Publicity materials for Terminus Americana provide the following synopsis for Matt Pelfrey’s play: “After barely surviving an office rampage, Mac Winchell is thrust into a nightmare landscape populated by lost Marlboro Men, psychotic vagabonds, sinister corporate thugs and a strange cult known as a ‘The Church of Christ, Office Shooter’.  Mac attempts to escape this twisted reality by undertaking a quest that ultimately leads him into the darkest corners of the American Dream.  Terminus Americana is a surreal, visceral and challenging examination of our violence-saturated culture.”

If this describes a play that you think would be up your alley, by all means take a chance on TheSpyAnt’s production, now playing at the Elephant Theatre. TheSpyAnts have a great track record; in fact, I have loved everything I’ve seen by them: Kidnapped By Craigslist, The Reunion, Infinite Black Suitcase, Rudolph The Red-Hosed Reindeer, and The Most Fabulous Story Ever Told. It’s because I admire TheSpyAnts’ work that I chose to ignore the warning flags raised in me by the above summary. “Nightmare landscape … darkest corners … surreal, visceral … violence-saturated” do not describe the kind of plays that I generally enjoy, and Terminus Americana did not prove to be an exception.

Make no mistake—the acting in Terminus Americana is outstanding, particularly Bret Hren’s powerful performance in the physically and emotionally demanding role of Mac. Director Danny Parker-Lopes understands Pelfrey’s script (certainly far more than I could) and his cast do intense, committed work, bringing Pelfrey’s nightmare landscape to vivid life, with occasional bursts of humor.  CB Spencer is particularly fine in a trio of roles, but then this is an actress who is never anything less than outstanding.  Eric Bunton, John Justin Dabuet, Adam Dornbusch, Charles Meyer, David Page, Marina Mouhibian, and Maria Tomas complete the cast reviewed here, and there is much to praise in their work.  (Bunton, Meyer, and Tomas’s roles are played by Hal Perry, Matt J. Popham, and Alison Zatta at some performances.)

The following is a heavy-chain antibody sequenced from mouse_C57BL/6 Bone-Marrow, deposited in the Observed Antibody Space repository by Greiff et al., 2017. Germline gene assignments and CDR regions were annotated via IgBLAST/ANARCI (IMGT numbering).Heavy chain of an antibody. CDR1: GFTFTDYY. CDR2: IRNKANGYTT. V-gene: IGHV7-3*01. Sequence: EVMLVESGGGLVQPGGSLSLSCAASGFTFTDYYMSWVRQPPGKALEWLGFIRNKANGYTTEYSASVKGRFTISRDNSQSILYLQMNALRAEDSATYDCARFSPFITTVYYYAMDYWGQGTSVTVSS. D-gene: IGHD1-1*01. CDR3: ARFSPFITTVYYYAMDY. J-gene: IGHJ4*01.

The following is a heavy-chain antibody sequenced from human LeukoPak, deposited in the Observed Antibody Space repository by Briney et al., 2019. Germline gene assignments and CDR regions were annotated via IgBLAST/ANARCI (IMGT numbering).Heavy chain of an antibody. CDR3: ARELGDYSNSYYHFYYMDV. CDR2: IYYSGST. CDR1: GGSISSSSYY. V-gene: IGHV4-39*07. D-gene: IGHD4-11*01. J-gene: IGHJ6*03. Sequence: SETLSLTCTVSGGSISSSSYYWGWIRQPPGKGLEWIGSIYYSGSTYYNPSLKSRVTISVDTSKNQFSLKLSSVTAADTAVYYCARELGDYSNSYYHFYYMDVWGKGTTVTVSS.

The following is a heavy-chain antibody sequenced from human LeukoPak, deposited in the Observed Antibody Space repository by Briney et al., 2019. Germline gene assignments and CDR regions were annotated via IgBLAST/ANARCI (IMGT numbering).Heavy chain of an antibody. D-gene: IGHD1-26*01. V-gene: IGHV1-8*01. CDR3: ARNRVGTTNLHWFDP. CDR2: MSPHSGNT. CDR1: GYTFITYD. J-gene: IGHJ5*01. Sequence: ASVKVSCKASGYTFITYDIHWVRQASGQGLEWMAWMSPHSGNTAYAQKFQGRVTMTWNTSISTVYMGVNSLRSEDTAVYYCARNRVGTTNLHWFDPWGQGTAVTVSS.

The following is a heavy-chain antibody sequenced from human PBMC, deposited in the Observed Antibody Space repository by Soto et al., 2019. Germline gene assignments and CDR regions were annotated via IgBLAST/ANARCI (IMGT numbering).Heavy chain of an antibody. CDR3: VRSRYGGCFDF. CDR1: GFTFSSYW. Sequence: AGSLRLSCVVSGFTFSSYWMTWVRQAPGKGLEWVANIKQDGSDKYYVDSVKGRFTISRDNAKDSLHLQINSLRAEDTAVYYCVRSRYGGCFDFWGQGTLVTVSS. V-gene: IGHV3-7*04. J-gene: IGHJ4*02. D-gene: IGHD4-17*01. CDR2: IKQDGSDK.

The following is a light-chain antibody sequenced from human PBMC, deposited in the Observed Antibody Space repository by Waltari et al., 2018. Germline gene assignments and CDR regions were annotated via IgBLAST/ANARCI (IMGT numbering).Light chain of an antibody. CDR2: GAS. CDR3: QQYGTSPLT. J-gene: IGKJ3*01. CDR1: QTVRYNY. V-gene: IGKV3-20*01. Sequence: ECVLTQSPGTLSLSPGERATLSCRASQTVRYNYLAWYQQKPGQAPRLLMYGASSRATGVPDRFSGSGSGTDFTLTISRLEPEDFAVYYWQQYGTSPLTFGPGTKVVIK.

Though Mouhibian’s acting seems hampered by English not being her first language, she scores high marks for her fanciful costume designs.  Mouhibian and Matt Maenpaa have designed an appropriately grungy set and Maenpaa’s lighting is fittingly nightmarish. The sound design by the media gods (that’s how the sound designers are billed, without capital letters) features some great, moody music among numerous gunshots. Makeup and special effects by Michelle Diaz are suitably gruesome.

If a “surreal, visceral and challenging examination of our violence-saturated culture” sounds like something up your alley, you may well love Terminus Americana. A 2001 production by L.A.’s Lodestone Theatre received rave reviews from the L.A. Times, Backstage, and the L.A. Weekly, and it’s entirely possible that TheSpyAnts’ could as well. Ultimately, though, Pelfrey’s play ended up not being my cup of tea.

TheSpyAnts at The Elephant Lab Theatre, 6322 Santa Monica Blvd, Hollywood.

–Steven Stanley
July 25, 2009

Comments are closed.